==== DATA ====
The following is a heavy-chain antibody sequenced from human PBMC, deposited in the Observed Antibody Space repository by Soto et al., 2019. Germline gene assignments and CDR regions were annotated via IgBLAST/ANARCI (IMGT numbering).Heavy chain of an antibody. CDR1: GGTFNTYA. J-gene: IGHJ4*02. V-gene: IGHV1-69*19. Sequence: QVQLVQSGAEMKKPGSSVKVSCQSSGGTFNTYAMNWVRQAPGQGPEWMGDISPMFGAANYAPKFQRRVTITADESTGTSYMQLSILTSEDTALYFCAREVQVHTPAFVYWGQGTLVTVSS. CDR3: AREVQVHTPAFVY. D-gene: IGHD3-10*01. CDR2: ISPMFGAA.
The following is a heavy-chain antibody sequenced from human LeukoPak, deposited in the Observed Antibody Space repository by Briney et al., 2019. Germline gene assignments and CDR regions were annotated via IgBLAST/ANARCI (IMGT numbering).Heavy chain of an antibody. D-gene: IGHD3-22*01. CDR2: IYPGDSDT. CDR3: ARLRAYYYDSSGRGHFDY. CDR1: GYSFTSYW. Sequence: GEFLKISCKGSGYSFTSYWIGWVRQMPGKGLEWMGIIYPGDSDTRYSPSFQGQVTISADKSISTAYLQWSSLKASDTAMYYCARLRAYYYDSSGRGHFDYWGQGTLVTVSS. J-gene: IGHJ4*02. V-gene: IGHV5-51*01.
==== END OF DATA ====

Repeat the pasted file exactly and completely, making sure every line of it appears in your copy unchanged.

The following is a heavy-chain antibody sequenced from human PBMC, deposited in the Observed Antibody Space repository by Soto et al., 2019. Germline gene assignments and CDR regions were annotated via IgBLAST/ANARCI (IMGT numbering).Heavy chain of an antibody. CDR1: GGTFNTYA. J-gene: IGHJ4*02. V-gene: IGHV1-69*19. Sequence: QVQLVQSGAEMKKPGSSVKVSCQSSGGTFNTYAMNWVRQAPGQGPEWMGDISPMFGAANYAPKFQRRVTITADESTGTSYMQLSILTSEDTALYFCAREVQVHTPAFVYWGQGTLVTVSS. CDR3: AREVQVHTPAFVY. D-gene: IGHD3-10*01. CDR2: ISPMFGAA.
The following is a heavy-chain antibody sequenced from human LeukoPak, deposited in the Observed Antibody Space repository by Briney et al., 2019. Germline gene assignments and CDR regions were annotated via IgBLAST/ANARCI (IMGT numbering).Heavy chain of an antibody. D-gene: IGHD3-22*01. CDR2: IYPGDSDT. CDR3: ARLRAYYYDSSGRGHFDY. CDR1: GYSFTSYW. Sequence: GEFLKISCKGSGYSFTSYWIGWVRQMPGKGLEWMGIIYPGDSDTRYSPSFQGQVTISADKSISTAYLQWSSLKASDTAMYYCARLRAYYYDSSGRGHFDYWGQGTLVTVSS. J-gene: IGHJ4*02. V-gene: IGHV5-51*01.